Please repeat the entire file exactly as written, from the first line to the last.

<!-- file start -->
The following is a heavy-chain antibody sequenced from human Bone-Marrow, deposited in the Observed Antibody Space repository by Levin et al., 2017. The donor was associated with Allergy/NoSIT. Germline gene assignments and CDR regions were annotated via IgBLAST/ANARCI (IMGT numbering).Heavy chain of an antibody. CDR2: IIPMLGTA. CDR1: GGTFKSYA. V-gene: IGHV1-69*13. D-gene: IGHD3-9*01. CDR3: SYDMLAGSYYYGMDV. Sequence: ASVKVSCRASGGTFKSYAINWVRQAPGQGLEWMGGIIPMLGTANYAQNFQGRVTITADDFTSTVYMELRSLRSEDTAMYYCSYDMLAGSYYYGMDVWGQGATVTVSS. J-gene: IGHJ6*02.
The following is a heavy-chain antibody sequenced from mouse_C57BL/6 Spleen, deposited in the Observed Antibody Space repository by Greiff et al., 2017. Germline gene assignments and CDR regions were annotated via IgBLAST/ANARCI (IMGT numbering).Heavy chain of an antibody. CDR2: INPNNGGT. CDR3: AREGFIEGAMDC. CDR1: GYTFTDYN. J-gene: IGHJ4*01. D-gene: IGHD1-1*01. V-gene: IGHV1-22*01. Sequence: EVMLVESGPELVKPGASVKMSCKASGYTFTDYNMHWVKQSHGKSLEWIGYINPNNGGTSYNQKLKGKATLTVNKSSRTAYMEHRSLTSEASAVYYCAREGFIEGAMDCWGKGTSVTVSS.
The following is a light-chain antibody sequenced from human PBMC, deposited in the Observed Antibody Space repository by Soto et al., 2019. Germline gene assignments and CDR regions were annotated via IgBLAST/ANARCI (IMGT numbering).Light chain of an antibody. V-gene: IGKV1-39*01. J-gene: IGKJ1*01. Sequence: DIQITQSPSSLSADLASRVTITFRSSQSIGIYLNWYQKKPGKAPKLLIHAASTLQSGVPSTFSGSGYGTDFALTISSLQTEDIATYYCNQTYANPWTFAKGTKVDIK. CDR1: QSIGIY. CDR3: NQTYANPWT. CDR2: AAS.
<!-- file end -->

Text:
The following is a heavy-chain antibody sequenced from human Bone-Marrow, deposited in the Observed Antibody Space repository by Levin et al., 2017. The donor was associated with Allergy/NoSIT. Germline gene assignments and CDR regions were annotated via IgBLAST/ANARCI (IMGT numbering).Heavy chain of an antibody. CDR2: IIPMLGTA. CDR1: GGTFKSYA. V-gene: IGHV1-69*13. D-gene: IGHD3-9*01. CDR3: SYDMLAGSYYYGMDV. Sequence: ASVKVSCRASGGTFKSYAINWVRQAPGQGLEWMGGIIPMLGTANYAQNFQGRVTITADDFTSTVYMELRSLRSEDTAMYYCSYDMLAGSYYYGMDVWGQGATVTVSS. J-gene: IGHJ6*02.
The following is a heavy-chain antibody sequenced from mouse_C57BL/6 Spleen, deposited in the Observed Antibody Space repository by Greiff et al., 2017. Germline gene assignments and CDR regions were annotated via IgBLAST/ANARCI (IMGT numbering).Heavy chain of an antibody. CDR2: INPNNGGT. CDR3: AREGFIEGAMDC. CDR1: GYTFTDYN. J-gene: IGHJ4*01. D-gene: IGHD1-1*01. V-gene: IGHV1-22*01. Sequence: EVMLVESGPELVKPGASVKMSCKASGYTFTDYNMHWVKQSHGKSLEWIGYINPNNGGTSYNQKLKGKATLTVNKSSRTAYMEHRSLTSEASAVYYCAREGFIEGAMDCWGKGTSVTVSS.
The following is a light-chain antibody sequenced from human PBMC, deposited in the Observed Antibody Space repository by Soto et al., 2019. Germline gene assignments and CDR regions were annotated via IgBLAST/ANARCI (IMGT numbering).Light chain of an antibody. V-gene: IGKV1-39*01. J-gene: IGKJ1*01. Sequence: DIQITQSPSSLSADLASRVTITFRSSQSIGIYLNWYQKKPGKAPKLLIHAASTLQSGVPSTFSGSGYGTDFALTISSLQTEDIATYYCNQTYANPWTFAKGTKVDIK. CDR1: QSIGIY. CDR3: NQTYANPWT. CDR2: AAS.